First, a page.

A theory has occurred to me recently. Like most ideas, the first step is figuring out whether someone else has already had it.

Suppose we want to maintain the secret ballot. One downside to the secret ballot is that we cannot, by definition, confirm afterwards that our individual ballots were counted properly. But suppose the voter was allowed to cast a second, special ballot. This one would be clearly marked as uncountable, but it would be traceable after the fact. Assuming all ballots to be treated the same except for contributing to the final total, this would allow for the accuracy of the overall system to be quantified, without revealing any individual ballots.

Did I invent something new here? Or is this a known thing? I have a problem of not knowing what to Google. I've been calling these "calibration ballots" in my head, but that's probably not the best name.

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    Sounds like a recipe for confusion. – James K Dec 22 '17 at 14:14
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    If the vote is listed on the traceable ballot, you no longer have private votes. If it's not, you have no way of knowing that your vote has been counted the way you marked it. – janh Dec 22 '17 at 14:33
  • @janh I think the idea is that the second ballet wouldn't actually have a vote on it, but the election officials would record receiving it, so the person who cast it could have some indication whether their real ballot (which was part of the same batch) was actually counted. – IllusiveBrian Dec 22 '17 at 15:23
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    @IllusiveBrian "has been counted" isn't really important, though, if it has been counted for something other than what you voted for ;) – janh Dec 22 '17 at 15:47
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    @IllusiveBrian exactly, which is why you'd need to be able to verify that it has been counted and counted the correct way, which still making it impossible for a third party to verify either, even with your cooperation. – janh Dec 22 '17 at 16:23

It's less political theory, and more cryptography that you probably want to look at in order to answer your question. The idea of trying to maintain ballot secrecy, while allowing the anonymous voter to confirm that their ballot was counted how they intended is not new. This wikipedia article references proposals going all the way back to 2004.


I'm not nearly familiar enough with cryptography to really determine if any of the various proposed systems are viable, but it seems to be at least possible to combine both ballot secrecy, and still allow an individual to confirm their vote was counted correctly.


Any system that allows one to establish that the vote was counted properly cannot coexist with full secrecy of the ballot. We can make a promise that the vote is counted. We can even verify that a particular ballot was marked as counted. But we can't prove that the ballot was counted as written and still maintain secrecy.

The reason should be obvious. If I can verify that I voted for, e.g., Gary Johnson on my ballot, then someone else can use the same verification method to see that I voted for Gary Johnson.

Some of the academic literature is confusing on this point, as they will define either verification or secrecy more loosely. For example, they may provide a decryption key. Without that, no one can check my vote. But with that, anyone can check my vote. The system relies on my control of the decryption key. So a criminal steals my decryption key and knows how I vote. That's an example with secrecy defined loosely.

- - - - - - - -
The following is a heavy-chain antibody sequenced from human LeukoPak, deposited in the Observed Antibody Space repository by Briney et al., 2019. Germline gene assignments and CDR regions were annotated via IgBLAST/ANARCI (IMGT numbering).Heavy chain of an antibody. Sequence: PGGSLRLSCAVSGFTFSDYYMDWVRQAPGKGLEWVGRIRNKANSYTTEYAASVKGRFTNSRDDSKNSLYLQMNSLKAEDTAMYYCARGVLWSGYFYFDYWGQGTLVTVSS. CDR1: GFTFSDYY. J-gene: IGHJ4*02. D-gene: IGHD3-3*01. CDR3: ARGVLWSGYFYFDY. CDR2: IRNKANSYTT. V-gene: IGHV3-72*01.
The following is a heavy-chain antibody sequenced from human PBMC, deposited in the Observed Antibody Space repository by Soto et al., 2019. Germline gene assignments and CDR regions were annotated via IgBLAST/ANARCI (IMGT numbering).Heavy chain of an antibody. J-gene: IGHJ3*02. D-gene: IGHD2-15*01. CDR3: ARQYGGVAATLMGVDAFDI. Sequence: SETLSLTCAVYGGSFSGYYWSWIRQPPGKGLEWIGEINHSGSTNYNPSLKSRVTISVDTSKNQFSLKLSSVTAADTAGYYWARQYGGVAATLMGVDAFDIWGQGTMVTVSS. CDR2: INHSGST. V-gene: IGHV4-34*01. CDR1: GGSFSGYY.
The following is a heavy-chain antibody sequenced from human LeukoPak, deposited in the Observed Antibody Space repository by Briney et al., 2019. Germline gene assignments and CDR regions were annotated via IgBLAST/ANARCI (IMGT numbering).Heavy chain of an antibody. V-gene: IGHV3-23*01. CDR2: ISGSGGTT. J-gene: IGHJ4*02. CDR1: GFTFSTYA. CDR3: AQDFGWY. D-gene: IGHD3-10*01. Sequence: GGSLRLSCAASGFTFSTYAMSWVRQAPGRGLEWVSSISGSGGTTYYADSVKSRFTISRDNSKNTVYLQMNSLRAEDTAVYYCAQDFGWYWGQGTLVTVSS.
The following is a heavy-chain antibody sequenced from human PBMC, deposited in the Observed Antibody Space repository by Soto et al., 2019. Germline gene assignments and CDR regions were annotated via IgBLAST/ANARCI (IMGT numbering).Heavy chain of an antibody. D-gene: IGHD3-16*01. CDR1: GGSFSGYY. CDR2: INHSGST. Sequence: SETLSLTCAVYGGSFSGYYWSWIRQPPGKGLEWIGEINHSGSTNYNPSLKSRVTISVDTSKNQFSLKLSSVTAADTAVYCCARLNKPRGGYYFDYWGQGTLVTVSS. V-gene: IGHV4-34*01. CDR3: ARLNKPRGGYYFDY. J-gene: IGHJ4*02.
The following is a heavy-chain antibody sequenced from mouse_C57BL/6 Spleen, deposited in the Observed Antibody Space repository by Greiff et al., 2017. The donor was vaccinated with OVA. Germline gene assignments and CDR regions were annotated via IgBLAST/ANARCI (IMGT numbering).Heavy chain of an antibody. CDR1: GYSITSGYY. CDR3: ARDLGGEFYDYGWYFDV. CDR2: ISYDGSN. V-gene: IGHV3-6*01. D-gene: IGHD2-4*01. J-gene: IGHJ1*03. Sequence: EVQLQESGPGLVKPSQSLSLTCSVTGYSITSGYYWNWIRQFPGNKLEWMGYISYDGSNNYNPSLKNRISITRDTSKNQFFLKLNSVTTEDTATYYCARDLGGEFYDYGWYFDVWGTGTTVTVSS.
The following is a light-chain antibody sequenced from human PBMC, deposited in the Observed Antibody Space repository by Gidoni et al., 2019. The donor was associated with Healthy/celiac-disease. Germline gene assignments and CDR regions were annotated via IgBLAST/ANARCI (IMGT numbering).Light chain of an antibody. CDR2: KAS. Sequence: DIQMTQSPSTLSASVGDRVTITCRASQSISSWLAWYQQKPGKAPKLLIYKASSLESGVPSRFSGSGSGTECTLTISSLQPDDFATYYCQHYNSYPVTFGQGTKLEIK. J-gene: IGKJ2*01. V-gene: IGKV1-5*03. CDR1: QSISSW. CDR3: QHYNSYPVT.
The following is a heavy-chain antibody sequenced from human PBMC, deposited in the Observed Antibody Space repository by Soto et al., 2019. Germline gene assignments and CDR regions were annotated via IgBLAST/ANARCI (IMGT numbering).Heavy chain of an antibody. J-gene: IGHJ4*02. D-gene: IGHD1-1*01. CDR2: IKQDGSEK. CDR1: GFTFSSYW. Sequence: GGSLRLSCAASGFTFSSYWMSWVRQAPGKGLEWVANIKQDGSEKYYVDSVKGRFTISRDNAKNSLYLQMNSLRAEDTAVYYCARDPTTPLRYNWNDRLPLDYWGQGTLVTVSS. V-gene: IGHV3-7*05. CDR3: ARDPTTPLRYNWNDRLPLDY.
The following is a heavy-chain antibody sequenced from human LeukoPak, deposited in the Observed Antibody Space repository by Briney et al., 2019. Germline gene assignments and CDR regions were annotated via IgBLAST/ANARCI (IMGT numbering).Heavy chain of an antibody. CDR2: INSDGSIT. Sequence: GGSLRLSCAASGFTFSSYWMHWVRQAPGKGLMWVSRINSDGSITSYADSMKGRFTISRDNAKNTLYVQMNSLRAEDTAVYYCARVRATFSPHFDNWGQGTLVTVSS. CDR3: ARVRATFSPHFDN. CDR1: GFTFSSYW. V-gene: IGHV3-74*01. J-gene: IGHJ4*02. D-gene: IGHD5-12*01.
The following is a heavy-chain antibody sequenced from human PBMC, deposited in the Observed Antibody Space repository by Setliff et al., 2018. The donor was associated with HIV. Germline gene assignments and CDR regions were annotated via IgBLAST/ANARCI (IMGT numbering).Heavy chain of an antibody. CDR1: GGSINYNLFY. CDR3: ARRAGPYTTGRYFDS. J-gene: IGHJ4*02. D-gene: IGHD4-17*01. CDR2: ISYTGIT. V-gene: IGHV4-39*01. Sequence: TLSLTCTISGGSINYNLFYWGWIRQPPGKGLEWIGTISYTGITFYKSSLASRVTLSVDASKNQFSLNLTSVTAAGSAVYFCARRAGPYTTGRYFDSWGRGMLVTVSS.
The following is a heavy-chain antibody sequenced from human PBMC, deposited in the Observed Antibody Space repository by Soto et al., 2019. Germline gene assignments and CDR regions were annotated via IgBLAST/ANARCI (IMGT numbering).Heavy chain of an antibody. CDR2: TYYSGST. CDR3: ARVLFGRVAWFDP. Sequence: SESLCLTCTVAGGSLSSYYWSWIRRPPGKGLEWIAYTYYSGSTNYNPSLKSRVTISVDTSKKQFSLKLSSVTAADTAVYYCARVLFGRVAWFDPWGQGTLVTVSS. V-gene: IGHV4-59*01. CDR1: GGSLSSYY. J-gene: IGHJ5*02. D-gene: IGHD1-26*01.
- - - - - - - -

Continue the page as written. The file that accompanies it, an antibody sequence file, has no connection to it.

An example with verification defined loosely would be where I get a receipt that says that ballot #35 was counted. It doesn't say for whom. Great. What does that tell me? Absolutely nothing. I'm still relying entirely on the system to have counted my vote correctly.

A more specific example from Wikipedia:

After the voter selects their candidates, a DRE machine prints out a specially formatted version of the ballot on two transparencies. When the layers are stacked, they show the human-readable vote. However, each transparency is encrypted with a form of visual cryptography so that it alone does not reveal any information unless it is decrypted. The voter selects one layer to destroy at the poll. The DRE retains an electronic copy of the other layer and gives the physical copy as a receipt to allow the voter to confirm that the electronic ballot was not later changed. The system guards against changes to the voter's ballot and uses a mix-net decryption procedure to ensure that each vote is accurately counted.

Note that I can't actually verify that my vote was counted correctly. I can only verify that the system reports that it counted it correctly and that the stored copy hasn't changed from when I cast the vote. If I trust the voting system, then I'm happy. But that's the problem. This doesn't establish trust in the voting system; it requires it.

In a regular voting system, I am also stuck relying on the system.

Alternately, it is apparently possible to decrypt the ballot so as to count it. But this takes us back to the secrecy problem. If the system can decrypt the ballot, then someone else could. This is why passwords are stored as one way hashes rather than encrypted. Encryption is insufficient security.

Even a one-way hash won't work here. It allows exactly what we want to avoid but doesn't allow for counting. If we reenter the ballot, we can verify that its hashed value matches. But we can't count the ballot with it. Because you can't turn a hash into a value, only a value into a hash.

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